The primary goal of this study was to characterize the variability in auditory-nerve temporal response patterns obtained with the electrically evoked compound action potential (ECAP) within and across a relatively large group of cochlear-implant recipients. ECAPs were recorded in response to each of 21 pulses in a pulse train for five rates (900, 1200, 1800, 2400, and 3500. pps) and three cochlear regions (basal, middle, and apical). An alternating amplitude pattern was typically observed across the pulse train for slower rates, reflecting refractory properties of individual nerve fibers. For faster rates, the alternation ceased and overall amplitudes were substantially lower relative to the first pulse in the train, reflecting cross-fiber desynchronization. The following specific parameters were examined: (1) the rate at which the alternating pattern ceased (termed stochastic rate), (2) the alternation depth and the rate at which the maximum alternation occurred, and (3) the average normalized ECAP amplitude across the pulse train (measure of overall adaptation/desynchronization). Data from 29 ears showed that stochastic rates for the group spanned the entire range of rates tested. The majority of subjects (79%) had different stochastic rates across the three cochlear regions. The stochastic rate occurred most frequently at 2400. pps for basal and middle electrodes, and at 3500. pps for apical electrodes. Stimulus level was significantly correlated with stochastic rate, where higher levels yielded faster stochastic rates. The maximum alternation depth averaged 19% of the amplitude for the first pulse. Maximum alternation occurred most often at 1800. pps for basal and apical electrodes, and at 1200. pps for middle electrodes. These differences suggest some independence between alternation depth and stochastic rate. Finally, the overall amount of adaptation or desynchronization ranged from 63% (for 900. pps) to 23% (for 3500. pps) of the amplitude for the first pulse. Differences in temporal response properties across the cochlea within subjects may have implications for developing new speech-processing strategies that employ varied rates across the array.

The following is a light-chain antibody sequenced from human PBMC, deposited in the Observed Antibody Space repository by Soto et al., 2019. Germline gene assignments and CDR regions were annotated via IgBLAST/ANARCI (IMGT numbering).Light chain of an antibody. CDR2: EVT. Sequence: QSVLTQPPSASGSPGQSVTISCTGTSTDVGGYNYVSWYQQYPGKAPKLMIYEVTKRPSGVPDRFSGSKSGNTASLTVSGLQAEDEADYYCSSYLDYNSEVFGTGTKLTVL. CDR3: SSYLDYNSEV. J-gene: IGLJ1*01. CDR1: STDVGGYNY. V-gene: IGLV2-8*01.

ASJC Scopus subject areas
- Sensory Systems